The airline industry is a fascinating and complex one in which technology, regulations and people come together to provide travellers with the safest and smoothest flying experience possible. This blog looks at ways to ensure smarter onboarding for airline industry employees.
To be the best carrier in today’s highly competitive environment, airlines need to attract and retain the right types of employees. These are the people who will not only have a passion for the industry (whether that’s flight crew or ground staff), but who will also have the ability to:
- provide excellent customer service at all times
- understand and apply the safety procedures and regulations
- respond calmly to any unexpected events
- be a good fit in terms of company culture
Once a candidate has been through the recruitment process, they may then face another set of interactions with HR before starting the job. Background and security checks will be done and new starters will potentially need to complete some eLearning and pass the assessment before beginning classroom training.
At a time when airlines are struggling with challenges of rapid digital transformation, globalisation and increased sector complexity, setting up an onboarding strategy could be the key to ensuring new recruits are engaged and motivated.
Creating a culture of smarter onboarding for airline industry employees
The airline and aviation industry should not only look at having a pre-induction and/or an onboarding phase, but ideally at making it all a seamless journey for the new employee.
The new joiner will have had certain expectations before joining based on their previous research on the company, its culture, tone of voice and marketing messages.
It is important for airlines not to disappoint at this stage and to make their new employees feel proud of joining the company. As an employer, you’ll no doubt want to give your new starters the confidence that they’ve made the right choice to join the organisation.
At a time of immense and myriad changes within the airline and aviation industry, it is also likely that many airline staff are deciding to – or are forced to – change airline employers. This audience will need particular attention to make their transition painless and to ensure they are up to speed with their new working environment, while also aligning with the vision and goals of their new employer.
Our approach to airline sector learning
At LEO Learning, our approach is to look at induction as a process, not an event. We believe that organisations that fail to recognise this also fail to reap the rewards of a strategically-designed and implemented introduction to their business.
One of our most popular onboarding methodologies is based on the principles of Align, Deliver, Sustain. Here’s how it works:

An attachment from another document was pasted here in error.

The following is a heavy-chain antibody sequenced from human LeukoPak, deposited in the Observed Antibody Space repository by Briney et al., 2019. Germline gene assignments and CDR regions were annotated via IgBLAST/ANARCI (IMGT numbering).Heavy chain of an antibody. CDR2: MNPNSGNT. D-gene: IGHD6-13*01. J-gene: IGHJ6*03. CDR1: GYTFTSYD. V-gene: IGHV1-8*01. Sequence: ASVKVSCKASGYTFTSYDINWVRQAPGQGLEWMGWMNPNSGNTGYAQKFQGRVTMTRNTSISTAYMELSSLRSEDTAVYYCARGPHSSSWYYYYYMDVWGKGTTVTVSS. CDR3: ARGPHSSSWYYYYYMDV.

This takes place before a new joiner walks through the door. It’s designed to engage new starters and ensure they are aligned to the vision, values, history and strategic messages of the organisation.
The focus here is on the new starter’s first week on the job or at the training centre. It will further familiarise them with your organisation and introduce them to their immediate colleagues and other members of the wider team.
It will also introduce new recruits to your organisation’s systems and processes, as well as policies on areas such as health and safety, terrorism, equality and discrimination.
In order to sustain, the third phase of the induction process will focus on providing further content to equip new joiners with all the tools they need to do their job properly and to their maximum capabilities. This might include their induction route map, alongside a checklist of the orientation tasks that need to be completed, including signposting to everything they need to get through their first three months of probation.
Ongoing support from colleagues, identifying opportunities for spaced practice and ‘nudging’ new starters to keep learning at the forefront of their minds will be crucial for them to integrate new practices into their everyday activities.
The power of a cost-saving blended learning approach
The above methodology can apply to many industries, but LEO Learning believes that smarter onboarding for airline industry employees should be a tailored, customised process where the company’s as well as the learners’ requirements need to be listened to.
Where technology can create more learning moments for employees (for example, accessing courses on their mobile device while on standby), it is important to take into consideration that face-to-face learning is still an important requirement in highly regulated sectors.
Onboarding programmes using blended learning can offer airlines the flexibility that they need and help them save costs by reviewing their online versus face-to-face learning ratio.
If you want to know more about using blended learning for smarter onboarding for airline industry employees, get in touch today or download our free ebook, ‘Why blended learning works (and can work for you!)’.